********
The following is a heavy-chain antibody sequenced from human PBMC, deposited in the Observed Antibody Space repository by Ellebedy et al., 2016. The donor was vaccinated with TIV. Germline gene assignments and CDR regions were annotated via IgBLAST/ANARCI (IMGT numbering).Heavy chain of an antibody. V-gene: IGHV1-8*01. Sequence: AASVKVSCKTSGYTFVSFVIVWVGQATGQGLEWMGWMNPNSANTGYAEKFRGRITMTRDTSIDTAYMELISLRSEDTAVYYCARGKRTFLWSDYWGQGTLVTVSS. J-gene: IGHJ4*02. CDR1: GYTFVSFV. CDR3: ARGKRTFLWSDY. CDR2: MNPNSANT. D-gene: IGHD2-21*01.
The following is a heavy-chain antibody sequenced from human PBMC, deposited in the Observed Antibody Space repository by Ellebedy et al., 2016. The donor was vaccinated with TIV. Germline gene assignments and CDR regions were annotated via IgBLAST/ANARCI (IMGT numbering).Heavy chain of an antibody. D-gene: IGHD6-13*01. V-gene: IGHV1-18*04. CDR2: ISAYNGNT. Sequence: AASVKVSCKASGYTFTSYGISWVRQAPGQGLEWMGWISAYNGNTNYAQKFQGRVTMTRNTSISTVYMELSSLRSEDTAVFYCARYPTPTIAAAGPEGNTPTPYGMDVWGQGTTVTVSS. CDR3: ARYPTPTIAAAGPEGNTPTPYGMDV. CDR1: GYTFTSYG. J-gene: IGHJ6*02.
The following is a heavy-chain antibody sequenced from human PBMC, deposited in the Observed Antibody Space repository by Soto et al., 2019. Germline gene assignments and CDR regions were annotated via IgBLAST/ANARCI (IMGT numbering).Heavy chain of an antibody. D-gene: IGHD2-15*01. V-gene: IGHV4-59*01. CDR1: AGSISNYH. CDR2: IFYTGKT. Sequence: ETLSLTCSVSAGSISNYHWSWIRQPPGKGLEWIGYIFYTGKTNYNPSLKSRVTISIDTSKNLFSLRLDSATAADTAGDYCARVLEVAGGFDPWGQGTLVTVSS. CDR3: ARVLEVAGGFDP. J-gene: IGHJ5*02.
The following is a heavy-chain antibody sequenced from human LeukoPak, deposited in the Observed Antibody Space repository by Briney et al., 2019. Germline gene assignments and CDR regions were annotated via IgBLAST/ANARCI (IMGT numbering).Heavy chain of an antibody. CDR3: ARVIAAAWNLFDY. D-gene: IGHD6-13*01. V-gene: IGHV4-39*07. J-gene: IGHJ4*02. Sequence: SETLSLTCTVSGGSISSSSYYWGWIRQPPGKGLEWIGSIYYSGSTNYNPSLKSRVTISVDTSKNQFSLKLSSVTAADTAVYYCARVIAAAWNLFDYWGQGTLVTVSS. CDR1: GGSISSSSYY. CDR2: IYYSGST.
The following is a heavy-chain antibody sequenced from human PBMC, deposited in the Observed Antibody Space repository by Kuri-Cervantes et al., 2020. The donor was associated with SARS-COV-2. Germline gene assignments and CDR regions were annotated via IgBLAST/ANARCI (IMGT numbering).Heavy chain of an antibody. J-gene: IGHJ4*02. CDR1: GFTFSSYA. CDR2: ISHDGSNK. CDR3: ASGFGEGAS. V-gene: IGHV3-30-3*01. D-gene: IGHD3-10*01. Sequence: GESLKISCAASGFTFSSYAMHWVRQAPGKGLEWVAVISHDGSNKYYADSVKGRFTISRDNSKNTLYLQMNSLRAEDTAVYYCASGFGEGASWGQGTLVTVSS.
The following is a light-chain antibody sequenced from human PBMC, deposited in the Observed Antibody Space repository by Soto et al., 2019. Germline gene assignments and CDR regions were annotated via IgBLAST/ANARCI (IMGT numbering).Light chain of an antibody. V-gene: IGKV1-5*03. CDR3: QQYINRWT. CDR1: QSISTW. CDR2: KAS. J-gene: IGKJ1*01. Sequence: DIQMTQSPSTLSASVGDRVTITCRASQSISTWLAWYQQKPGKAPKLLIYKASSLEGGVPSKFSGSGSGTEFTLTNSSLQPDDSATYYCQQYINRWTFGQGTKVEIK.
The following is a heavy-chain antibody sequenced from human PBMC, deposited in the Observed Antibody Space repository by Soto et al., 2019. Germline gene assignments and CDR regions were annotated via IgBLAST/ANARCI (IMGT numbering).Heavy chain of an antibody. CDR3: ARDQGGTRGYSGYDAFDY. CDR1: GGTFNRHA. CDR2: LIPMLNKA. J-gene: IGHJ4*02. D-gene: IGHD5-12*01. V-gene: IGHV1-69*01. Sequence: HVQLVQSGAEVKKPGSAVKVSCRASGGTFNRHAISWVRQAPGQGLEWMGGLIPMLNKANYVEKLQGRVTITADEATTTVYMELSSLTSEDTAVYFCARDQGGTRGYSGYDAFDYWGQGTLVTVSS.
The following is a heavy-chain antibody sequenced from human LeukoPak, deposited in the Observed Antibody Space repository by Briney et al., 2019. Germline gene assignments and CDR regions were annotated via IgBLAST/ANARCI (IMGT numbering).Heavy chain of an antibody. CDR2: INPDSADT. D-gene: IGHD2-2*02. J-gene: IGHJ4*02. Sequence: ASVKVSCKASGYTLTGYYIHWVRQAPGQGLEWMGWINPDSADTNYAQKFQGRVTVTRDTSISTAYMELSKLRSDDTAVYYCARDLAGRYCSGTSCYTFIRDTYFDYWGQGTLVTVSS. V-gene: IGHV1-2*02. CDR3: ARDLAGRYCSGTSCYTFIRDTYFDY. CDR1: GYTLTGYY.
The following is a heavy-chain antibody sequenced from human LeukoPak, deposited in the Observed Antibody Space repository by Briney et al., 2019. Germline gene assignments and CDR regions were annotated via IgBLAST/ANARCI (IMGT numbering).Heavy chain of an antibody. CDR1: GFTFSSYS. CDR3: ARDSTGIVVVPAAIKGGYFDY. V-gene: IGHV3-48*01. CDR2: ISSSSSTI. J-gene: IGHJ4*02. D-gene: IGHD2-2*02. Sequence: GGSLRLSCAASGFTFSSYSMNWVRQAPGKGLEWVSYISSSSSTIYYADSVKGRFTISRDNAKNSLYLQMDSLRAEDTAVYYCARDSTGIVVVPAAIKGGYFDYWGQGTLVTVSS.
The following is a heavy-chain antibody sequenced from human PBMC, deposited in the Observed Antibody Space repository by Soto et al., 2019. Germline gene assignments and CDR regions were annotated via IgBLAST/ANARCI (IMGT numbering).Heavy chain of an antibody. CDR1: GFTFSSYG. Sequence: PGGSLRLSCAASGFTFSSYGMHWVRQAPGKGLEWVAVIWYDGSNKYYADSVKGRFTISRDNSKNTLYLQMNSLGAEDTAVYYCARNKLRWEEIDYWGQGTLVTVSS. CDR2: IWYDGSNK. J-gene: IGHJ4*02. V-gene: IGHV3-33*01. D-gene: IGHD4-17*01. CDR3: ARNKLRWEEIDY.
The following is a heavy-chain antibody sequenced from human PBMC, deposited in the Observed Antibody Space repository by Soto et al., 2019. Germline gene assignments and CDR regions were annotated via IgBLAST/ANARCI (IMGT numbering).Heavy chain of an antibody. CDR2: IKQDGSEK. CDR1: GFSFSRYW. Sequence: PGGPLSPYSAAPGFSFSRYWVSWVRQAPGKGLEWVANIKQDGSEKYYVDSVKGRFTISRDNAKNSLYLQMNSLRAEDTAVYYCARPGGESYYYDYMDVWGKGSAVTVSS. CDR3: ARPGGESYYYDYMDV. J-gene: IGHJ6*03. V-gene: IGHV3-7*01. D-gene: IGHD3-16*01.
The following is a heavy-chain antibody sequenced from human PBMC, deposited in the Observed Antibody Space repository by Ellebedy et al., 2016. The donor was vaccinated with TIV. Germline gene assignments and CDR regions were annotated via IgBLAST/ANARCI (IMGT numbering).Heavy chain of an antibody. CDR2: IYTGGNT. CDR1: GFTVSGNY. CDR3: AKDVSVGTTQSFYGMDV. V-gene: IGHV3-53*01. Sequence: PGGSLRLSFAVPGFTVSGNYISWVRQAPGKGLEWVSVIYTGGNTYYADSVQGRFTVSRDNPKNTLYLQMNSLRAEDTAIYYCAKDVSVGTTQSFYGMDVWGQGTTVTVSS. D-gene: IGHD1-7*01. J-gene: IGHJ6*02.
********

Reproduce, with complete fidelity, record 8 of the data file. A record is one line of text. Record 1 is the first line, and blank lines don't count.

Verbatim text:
The following is a heavy-chain antibody sequenced from human LeukoPak, deposited in the Observed Antibody Space repository by Briney et al., 2019. Germline gene assignments and CDR regions were annotated via IgBLAST/ANARCI (IMGT numbering).Heavy chain of an antibody. CDR2: INPDSADT. D-gene: IGHD2-2*02. J-gene: IGHJ4*02. Sequence: ASVKVSCKASGYTLTGYYIHWVRQAPGQGLEWMGWINPDSADTNYAQKFQGRVTVTRDTSISTAYMELSKLRSDDTAVYYCARDLAGRYCSGTSCYTFIRDTYFDYWGQGTLVTVSS. V-gene: IGHV1-2*02. CDR3: ARDLAGRYCSGTSCYTFIRDTYFDY. CDR1: GYTLTGYY.